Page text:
Ngan Dinh of Frisco, Texas, asks: My 3-1/2-month-old Toy Poodle likes to bite me, especially when he gets excited with a preferred toy or when he thinks I’m taking his toy away. (He also tries to bite and jump on people when he meets them because he gets overly excited.) Every time he bites me, I tell him “no bite” and tap his nose lightly with my finger. If he continues, then I’ll place him in “time-out” (in his crate) for 3-1/2 minutes and take him out again. Is this a good method to train him? And how long will it take for him to understand that biting is bad?
Puppies often get over stimulated when they are having a good time. They like to play using their mouths, but that doesn’t mean that you should tolerate being chewed up!
First, he has no idea what “no bite” means. And any nose tapping is just an invitation to play even more roughly. Time-outs in a crate are helpful, but remember that the crate should never be used as punishment. Be neutral, and give your dog a small treat for getting into the crate in these situations.
When playing with your puppy, always use toys that are big enough for you to guide into his mouth without getting your hand nipped. If he does get you, let him know, with a big “yipe!” that it really hurts. Cease all attention — completely ignore your dog for about 30 seconds. Don’t scold or yell at him (even negative attention is still attention). If after three tries, he is still biting you, put him in the crate to settle down.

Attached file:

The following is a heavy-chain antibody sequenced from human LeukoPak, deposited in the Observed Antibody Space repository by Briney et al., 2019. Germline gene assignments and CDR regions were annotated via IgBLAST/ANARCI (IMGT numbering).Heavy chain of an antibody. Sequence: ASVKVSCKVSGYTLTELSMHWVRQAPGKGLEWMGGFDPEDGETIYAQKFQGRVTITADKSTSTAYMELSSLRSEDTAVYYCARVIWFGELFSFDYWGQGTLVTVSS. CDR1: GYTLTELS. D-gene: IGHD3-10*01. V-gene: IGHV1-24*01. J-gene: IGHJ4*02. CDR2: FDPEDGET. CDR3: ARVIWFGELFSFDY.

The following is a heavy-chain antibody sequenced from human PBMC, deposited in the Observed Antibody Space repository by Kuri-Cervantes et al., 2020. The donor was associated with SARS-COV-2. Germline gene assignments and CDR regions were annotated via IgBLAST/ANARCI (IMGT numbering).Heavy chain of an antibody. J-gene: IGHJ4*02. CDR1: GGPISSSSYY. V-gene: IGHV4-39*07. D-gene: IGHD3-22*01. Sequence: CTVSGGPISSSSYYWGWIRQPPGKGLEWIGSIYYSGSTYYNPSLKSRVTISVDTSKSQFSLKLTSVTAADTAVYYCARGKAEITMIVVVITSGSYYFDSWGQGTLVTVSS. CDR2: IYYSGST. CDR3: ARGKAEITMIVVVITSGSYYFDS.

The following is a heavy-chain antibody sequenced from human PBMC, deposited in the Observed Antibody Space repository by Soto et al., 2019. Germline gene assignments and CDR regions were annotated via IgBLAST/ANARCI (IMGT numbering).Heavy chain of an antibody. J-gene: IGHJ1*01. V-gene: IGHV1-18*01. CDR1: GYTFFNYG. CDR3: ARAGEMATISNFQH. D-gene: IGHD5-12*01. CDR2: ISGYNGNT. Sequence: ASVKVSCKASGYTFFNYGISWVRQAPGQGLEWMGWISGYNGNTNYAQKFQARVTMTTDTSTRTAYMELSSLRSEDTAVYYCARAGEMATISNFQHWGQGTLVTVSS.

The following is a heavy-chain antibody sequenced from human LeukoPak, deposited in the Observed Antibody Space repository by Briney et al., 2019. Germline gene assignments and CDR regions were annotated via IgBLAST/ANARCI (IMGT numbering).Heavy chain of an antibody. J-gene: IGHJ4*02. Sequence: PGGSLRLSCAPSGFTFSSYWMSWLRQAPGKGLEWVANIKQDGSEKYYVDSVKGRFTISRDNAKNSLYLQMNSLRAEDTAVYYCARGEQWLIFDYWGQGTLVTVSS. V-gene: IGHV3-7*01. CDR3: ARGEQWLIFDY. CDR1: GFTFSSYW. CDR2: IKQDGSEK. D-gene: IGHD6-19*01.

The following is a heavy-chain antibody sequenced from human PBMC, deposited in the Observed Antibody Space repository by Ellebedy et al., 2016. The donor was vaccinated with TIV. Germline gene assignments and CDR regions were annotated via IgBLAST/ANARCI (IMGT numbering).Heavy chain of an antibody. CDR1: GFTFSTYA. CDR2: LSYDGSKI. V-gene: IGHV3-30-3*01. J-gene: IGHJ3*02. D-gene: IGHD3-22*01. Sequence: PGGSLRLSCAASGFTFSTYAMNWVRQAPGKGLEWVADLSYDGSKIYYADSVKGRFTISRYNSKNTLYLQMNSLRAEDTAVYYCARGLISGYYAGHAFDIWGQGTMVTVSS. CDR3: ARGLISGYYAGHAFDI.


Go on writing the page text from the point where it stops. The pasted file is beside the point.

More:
Teach the puppy to “trade” toys with you. Start with a toy that isn’t his favorite. When he’s playing with it, offer a more desirable toy in exchange for it. This will teach him that letting you take a toy is a good thing. As he becomes more willing about this game, increase the value of the toys you are asking him to trade. You can also use high-value treats when making the swap. His favorite toys should be kept out of reach, only to be used when you are playing with him. This will make playtime with you extra special.
Make sure that your puppy is getting plenty of exercise and mental stimulation. If you teach him some basic obedience and a few tricks, you can ask for these behaviors when he’s getting carried away. It gives him a chance to earn praise and rewards by doing something you like, which is much more fun for the pup than just hearing “no!”
Our dogs are cherished members of our families, sharing our lives and providing unconditional love. But all dog owners know that our canine partners have different perspectives on life than our human family members.
If you have ever asked “Why does my dog do that?” then this feature is for you. The AKC GoodDog! Helpline training team will answer your questions on dogs’ behavior and offer training advice to help you and your dog have the best relationship possible. The AKC GoodDog! Helpline is a seven-day-a-week telephone support service staffed by professional dog trainers. For more information on the service and how to enroll go to www.akcgooddoghelpline.org.